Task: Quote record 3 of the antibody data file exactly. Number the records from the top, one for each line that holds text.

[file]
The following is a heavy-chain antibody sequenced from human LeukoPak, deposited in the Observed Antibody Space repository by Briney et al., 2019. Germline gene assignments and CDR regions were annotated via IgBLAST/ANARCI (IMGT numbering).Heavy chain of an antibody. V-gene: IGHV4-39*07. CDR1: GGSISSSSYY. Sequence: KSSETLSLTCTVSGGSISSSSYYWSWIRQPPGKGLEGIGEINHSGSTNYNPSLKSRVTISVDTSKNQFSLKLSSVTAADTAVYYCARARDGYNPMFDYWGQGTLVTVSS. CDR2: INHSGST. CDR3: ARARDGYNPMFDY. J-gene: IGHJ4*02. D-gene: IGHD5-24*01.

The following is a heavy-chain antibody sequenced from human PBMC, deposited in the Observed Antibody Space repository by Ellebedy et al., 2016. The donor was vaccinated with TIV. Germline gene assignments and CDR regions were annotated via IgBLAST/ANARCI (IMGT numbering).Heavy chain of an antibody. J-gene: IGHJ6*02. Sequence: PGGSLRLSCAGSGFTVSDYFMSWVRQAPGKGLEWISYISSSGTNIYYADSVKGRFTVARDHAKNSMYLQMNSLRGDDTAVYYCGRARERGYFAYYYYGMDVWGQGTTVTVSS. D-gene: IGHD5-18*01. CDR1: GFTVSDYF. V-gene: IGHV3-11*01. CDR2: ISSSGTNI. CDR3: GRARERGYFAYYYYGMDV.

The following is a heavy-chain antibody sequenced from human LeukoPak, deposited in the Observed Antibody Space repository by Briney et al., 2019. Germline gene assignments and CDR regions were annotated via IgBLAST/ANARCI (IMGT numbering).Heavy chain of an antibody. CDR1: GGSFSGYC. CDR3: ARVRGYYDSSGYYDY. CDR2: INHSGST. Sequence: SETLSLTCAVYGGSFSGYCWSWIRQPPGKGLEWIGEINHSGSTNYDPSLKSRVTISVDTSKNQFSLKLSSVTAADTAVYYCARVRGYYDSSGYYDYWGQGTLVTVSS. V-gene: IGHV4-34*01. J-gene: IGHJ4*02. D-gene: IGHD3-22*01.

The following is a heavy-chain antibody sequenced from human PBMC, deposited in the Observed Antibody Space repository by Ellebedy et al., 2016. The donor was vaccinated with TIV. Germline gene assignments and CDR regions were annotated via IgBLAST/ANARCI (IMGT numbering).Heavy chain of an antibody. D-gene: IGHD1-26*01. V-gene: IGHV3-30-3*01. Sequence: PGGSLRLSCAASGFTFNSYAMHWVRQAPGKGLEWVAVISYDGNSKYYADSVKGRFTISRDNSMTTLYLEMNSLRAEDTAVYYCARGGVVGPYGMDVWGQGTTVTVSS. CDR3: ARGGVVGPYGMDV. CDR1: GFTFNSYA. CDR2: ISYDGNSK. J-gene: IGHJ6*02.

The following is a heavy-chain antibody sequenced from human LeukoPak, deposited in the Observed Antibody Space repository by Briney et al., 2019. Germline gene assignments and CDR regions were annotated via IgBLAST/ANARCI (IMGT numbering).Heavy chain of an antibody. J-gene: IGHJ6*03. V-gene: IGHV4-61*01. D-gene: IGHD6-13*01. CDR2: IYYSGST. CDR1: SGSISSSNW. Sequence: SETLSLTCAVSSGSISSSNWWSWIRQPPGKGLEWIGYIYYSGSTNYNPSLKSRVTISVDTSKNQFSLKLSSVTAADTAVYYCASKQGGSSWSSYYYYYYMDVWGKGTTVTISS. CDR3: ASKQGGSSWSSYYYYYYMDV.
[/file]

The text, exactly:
The following is a heavy-chain antibody sequenced from human LeukoPak, deposited in the Observed Antibody Space repository by Briney et al., 2019. Germline gene assignments and CDR regions were annotated via IgBLAST/ANARCI (IMGT numbering).Heavy chain of an antibody. CDR1: GGSFSGYC. CDR3: ARVRGYYDSSGYYDY. CDR2: INHSGST. Sequence: SETLSLTCAVYGGSFSGYCWSWIRQPPGKGLEWIGEINHSGSTNYDPSLKSRVTISVDTSKNQFSLKLSSVTAADTAVYYCARVRGYYDSSGYYDYWGQGTLVTVSS. V-gene: IGHV4-34*01. J-gene: IGHJ4*02. D-gene: IGHD3-22*01.